Dr Reddy’s Laboratories has emerged as a possible suitor for the over-the-counter drug business of South Africa’s Adcock Ingram as Ranbaxy Laboratories is learnt to pulled out of the race for what investment bankers peg as a $1.2 billion (Rs 4,941 crore) business.
Investment banking sources confirmed that Ranbaxy had "passed the bid", citing a valuation that might be too high. Adcock Ingram’s business includes a major drug, Panado, used in the treatment of AIDS.
Ranbaxy has a joint venture with Adcock Ingram to exclusively sell and distribute Ranbaxy's range of anti-retroviral products or anti-AIDS drugs in South Africa.
Ranbaxy and Dr Reddy’s, however, refused to confirm or deny the news. "We do not comment on market speculation," Ranbaxy sources said. Dr Reddy’s did not reply despite repeated attempts.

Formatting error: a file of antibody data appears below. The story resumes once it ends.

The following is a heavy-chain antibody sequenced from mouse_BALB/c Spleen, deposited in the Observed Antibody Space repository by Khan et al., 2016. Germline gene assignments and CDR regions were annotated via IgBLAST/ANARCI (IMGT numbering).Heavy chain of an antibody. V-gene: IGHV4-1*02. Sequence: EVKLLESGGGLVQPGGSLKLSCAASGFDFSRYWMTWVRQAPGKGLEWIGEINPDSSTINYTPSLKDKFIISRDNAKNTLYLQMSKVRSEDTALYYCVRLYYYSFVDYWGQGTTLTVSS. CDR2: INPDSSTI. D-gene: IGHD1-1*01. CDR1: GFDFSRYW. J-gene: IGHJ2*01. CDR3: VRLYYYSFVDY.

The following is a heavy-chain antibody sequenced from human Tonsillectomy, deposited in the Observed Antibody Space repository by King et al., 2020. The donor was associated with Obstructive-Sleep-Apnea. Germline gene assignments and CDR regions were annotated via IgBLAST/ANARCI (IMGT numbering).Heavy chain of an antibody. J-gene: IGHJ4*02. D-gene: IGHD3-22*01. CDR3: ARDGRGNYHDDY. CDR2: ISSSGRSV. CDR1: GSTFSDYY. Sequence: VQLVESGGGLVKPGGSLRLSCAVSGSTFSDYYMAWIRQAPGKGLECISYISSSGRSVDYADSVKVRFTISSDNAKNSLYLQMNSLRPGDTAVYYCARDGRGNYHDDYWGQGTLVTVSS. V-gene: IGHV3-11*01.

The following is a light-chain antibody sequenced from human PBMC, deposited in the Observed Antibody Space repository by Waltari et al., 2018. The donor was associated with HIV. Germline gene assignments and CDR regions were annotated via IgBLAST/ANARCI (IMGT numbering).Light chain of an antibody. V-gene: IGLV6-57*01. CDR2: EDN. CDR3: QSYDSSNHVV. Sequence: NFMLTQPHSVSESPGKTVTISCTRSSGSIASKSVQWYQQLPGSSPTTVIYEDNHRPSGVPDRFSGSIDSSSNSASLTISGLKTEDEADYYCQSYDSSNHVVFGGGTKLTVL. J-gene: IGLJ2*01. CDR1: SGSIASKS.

Dr Reddy’s has kept a low profile since its Rs 2,000 crore acquisition of Germany’s second largest generics player betapharm. Ranbaxy, on the other hand, had publicly announced its intention of picking up the $5.6 billion generics business of Merck & Co.
According to analysts, the $1.2 billion business of Adcock Ingram would create a major base for the buyer. Tiger Brands, the owner of Adcock Ingram, is the largest player in the segment in South Africa, and controls a major share of the over-the-counter and consumer drugs segment in the continent.
The decision to sell the over-the-counter business was announced by Ingram on April 20. Investment banking sources said the company could be a lucrative opportunity for Indian players. Over-the-counter drugs can be sold with or without a prescription.
Malvinder Mohan Singh, CEO and MD of Ranbaxy, has come on record saying he was looking for opportunities to acquire companies in India and abroad.
Tiger Brands acquired Adcock Ingram in 1999, as part of a strategy to foray into the over-the-counter drug business.